Gen United
Wage Theft Guide 💸

Underpayment, wage theft, stolen wages – whatever you want to call it – is more common in Australia than you’d like to think. Two thirds of Australians do not receive their full salary. And young workers are some of the most vulnerable to being paid less than we’re entitled to.  

So we’ve put together a handy guide to make sure you’re paid what you’re worth. 

Here are all the steps you need to follow to work out and recover what you’re owed. Let’s begin! 👇

Step One:


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Underpayment occurs when your employer does not pay you the amount you are legally entitled to. 

If you think you’ve been underpaid here’s three things to do:

Find out how much you should be getting paid. We’ve developed a Know Your Wages section for you to quickly check what your pay should be.

Next, compare how much you’re being paid with how much you should be getting paid by reading your payslip. Our Payslip guide walks you through the ins and outs of these super important – and legally required – documents!

Follow the steps in the next videos to get your pay back👇


Step Two:

What is Wage Theft

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Wage theft refers to the illegal practice of employers failing to pay workers for all the work they’ve performed.

It encompasses various violations, such as:

Some employers pay below the legally mandated minimum wage.

Workers who complete overtime hours but don’t receive overtime pay.

Employers forcing workers to perform tasks while clocked out.

The most common misclassification is paying someone at the lowest Award level. Other examples include incorrectly classifying workers – also known as sham contracting – to avoid providing benefits like minimum wage or overtime pay.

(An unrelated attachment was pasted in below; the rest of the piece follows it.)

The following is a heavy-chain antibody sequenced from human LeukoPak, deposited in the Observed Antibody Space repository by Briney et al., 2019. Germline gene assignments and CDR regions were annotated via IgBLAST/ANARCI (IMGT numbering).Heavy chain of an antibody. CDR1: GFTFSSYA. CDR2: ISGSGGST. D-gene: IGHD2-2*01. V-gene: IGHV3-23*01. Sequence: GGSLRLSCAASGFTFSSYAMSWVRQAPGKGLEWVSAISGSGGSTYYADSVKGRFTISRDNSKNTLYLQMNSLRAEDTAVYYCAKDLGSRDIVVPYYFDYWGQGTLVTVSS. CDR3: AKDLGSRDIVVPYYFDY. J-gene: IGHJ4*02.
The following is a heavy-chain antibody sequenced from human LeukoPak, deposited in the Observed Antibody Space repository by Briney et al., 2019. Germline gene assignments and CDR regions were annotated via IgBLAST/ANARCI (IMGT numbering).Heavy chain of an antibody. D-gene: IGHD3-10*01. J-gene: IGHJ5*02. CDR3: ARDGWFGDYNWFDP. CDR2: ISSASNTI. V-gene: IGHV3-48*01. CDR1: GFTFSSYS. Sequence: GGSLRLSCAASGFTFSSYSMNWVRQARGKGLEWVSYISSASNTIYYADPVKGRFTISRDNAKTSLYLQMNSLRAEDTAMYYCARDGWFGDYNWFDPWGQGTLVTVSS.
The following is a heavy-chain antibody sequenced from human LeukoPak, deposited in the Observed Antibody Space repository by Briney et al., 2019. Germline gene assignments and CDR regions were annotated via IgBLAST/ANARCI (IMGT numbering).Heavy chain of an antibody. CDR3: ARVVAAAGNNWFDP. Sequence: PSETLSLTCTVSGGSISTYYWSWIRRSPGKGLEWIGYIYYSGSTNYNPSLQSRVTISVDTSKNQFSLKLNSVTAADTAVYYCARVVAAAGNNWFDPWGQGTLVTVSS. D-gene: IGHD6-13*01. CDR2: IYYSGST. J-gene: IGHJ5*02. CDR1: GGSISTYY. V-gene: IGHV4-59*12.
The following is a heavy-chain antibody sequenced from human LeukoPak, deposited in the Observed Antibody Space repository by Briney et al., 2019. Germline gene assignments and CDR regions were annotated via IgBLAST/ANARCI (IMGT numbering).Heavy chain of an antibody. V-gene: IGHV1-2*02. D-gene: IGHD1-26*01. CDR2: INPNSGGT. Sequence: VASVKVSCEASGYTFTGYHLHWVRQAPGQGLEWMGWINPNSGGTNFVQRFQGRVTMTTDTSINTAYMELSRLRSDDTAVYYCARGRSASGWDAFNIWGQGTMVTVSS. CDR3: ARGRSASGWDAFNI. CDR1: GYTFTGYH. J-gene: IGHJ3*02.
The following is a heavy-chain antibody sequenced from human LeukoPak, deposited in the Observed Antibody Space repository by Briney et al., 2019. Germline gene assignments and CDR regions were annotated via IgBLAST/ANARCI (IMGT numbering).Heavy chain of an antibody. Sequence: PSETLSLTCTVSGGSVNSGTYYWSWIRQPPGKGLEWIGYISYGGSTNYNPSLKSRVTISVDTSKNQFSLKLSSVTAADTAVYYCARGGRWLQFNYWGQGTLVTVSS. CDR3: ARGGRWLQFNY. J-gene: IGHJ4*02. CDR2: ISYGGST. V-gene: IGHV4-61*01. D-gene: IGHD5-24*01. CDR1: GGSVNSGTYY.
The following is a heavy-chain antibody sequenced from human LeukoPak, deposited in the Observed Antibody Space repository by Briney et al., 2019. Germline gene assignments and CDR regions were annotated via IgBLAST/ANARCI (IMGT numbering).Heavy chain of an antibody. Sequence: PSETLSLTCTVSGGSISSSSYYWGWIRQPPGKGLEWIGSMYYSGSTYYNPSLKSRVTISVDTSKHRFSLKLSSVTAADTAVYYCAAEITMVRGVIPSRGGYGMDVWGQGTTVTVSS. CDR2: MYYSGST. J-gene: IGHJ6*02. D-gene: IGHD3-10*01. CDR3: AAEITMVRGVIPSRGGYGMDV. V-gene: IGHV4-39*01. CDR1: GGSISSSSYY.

Denying workers their legally required breaks.

Wage theft disproportionately affects low-wage workers. If you suspect wage theft, calculate your unpaid or stolen wages in the next section. Remember, you deserve fair compensation for your hard work! 😊

Think you can tell the difference between what is wage theft and what is fair? Take our quiz below to test your knowledge before moving on to our next section; How to Calculate Unpaid or Stolen Wages.

Step Three:

How to Calculate Unpaid or Stolen Wages

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There are 8 steps to follow to check if you’re being underpaid. See below:

Check to see if you are on an Award or an Enterprise Agreement. You need your Employment Contract to figure this out.
Go to our guide to learn about contracts.

Find your Award here and make sure to come back to complete the guide!

Are you Full time, Part time or Casual?

Check your level. This can be found on your payslip. We have made it easy to find your base rate of pay for a number of sectors young people work in here.

Gather evidence of how old you were at the time you were underpaid.

Collect any payslips, bank transfers etc. that shows money being paid from your employer to you. If you were paid cash, highlight any deposits you made with that cash into your bank account.

8. Now it’s time to calculate!

Use the calculator below to calculate the money you’re owed.

Step Four:

What To Do Once You’ve Calculated Your Underpayment

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So, you’ve done your calculations and have found you’ve been underpaid what do you do?